Senegal | Sat, March 6, 2021 | 8:47 pm
The Senegal government on Friday vowed to use “all means necessary” to return order after police fired tear gas in clashes with supporters of opposition leader Ousmane Sonko as the interior minister said four people had died. The brawls erupted after a court ordered Sonko to be kept in custody. Following two days of demonstrations, UN Secretary-General Antonio Guterres urged all parties involved to prevent more unrest. “The demonstrations must remain peaceful, and security and police forces must act in accordance with international human rights principles at all times,” his spokesman Stephane Dujarric told reporters in New York.
On Friday, Interior Minister Antoine Felix Abdoulaye Diome said on television that the government “regrets the loss of four lives” in events “rooted in banditry and insurgency,” accusing Sonko of “issuing calls to violence.” Hundreds of young people fought running street battles with riot police in Dakar’s working-class Medina district earlier this week, and smoke rose from burning tyres at makeshift barricades in the capital city. On the main Blaise Diagne road, protesters chanted “Free Sonko” as bricks, grenade cartridges, and burning debris littered the ground.
“The demonstrations must remain peaceful, and security and police forces must act in accordance with international human rights principles at all times,” his spokesman Stephane Dujarric told reporters in New York. Looters also ransacked a French supermarket chain Auchan in Mbao, in the city’s outskirts, according to an AFP correspondent on the scene. During this week’s unrest, at least 14 stores have been targeted, according to the chain. The detention of Sonko, who is influential among young people and is seen as a key challenger to President Macky Sall, has caused the worst unrest in years in a West African country that is often praised for its stability.
More demonstrations were planned to coincide with his Friday hearing before a judge on charges of disturbing the peace. After the hearing, attorney Etienne Ndione told reporters, “Sonko has been returned to custody on the issue of violating public order.” Tensions were high in the capital, with large police deployments erected around the city’s law courts, presidential palace, and National Assembly.
On Wednesday, clashes erupted between Sonko’s supporters and police as he made his way to court for another case in which he was accused of rape, which he denies. After that, Sonko was arrested on charges of violating public order, which caused outrage in the capital and other cities. On Sunday, the custody order given on Friday, which is unique to the public order event, will expire.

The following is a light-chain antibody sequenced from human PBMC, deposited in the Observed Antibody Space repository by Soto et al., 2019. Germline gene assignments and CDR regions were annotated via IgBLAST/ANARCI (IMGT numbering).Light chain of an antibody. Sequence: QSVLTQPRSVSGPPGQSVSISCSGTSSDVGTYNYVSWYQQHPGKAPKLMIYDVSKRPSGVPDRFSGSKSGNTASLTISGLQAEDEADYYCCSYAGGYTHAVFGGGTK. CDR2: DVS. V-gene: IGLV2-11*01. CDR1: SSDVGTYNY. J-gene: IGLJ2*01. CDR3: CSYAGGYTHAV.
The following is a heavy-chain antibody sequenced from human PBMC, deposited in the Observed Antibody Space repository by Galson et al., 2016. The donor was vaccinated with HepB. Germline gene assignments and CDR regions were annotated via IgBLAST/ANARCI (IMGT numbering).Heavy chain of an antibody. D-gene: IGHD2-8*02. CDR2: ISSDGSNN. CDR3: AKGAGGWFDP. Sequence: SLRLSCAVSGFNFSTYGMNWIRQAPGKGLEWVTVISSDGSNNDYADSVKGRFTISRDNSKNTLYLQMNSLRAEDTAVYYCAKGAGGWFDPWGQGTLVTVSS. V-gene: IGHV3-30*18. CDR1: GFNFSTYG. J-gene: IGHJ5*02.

His lawyers said he was not charged in the rape case on Friday and would return to court on Monday for questions about the allegations. During clashes in the southern town of Bignona on Thursday, one person died, according to police. It was unclear whether or not that death was one of the four listed by Abdoulaye Diome. Protesters set fire to the offices of the government daily Le Soleil and the RFM radio station, both of which are owned by Youssou Ndour, a singer and former minister. Both news organizations are considered pro-government.
Many young Senegalese admire Sonko, a 46-year-old devout Muslim and leader of the opposition Pastef party, for his scathing attacks on the establishment, especially President Sall. In the 2019 elections, he finished third behind Sall. However, his political future was cast into doubt last month when an employee at a salon where he said he went for back massages filed rape charges against him.
He denies the charges and accuses Sall of plotting to keep him out of politics. On Thursday, the government issued a warning to “certain media” about “tendentious” coverage of events. Two local television channels, Sen TV and Walf TV, were suspended for 72 hours by regulatory authorities after they were accused of relentlessly broadcasting photos of the unrest.
Amnesty International issued a statement urging Senegalese authorities to “immediately halt arbitrary arrests of critics and activists, respect freedom of peaceful assembly and speech,” according to the statement. It also urged authorities to “expose the existence of men armed with clubs alongside security forces.” Social networking and messaging apps, such as Facebook, YouTube, and WhatsApp, have been impacted by bans, according to Netblocks, an organization that tracks Internet disruption.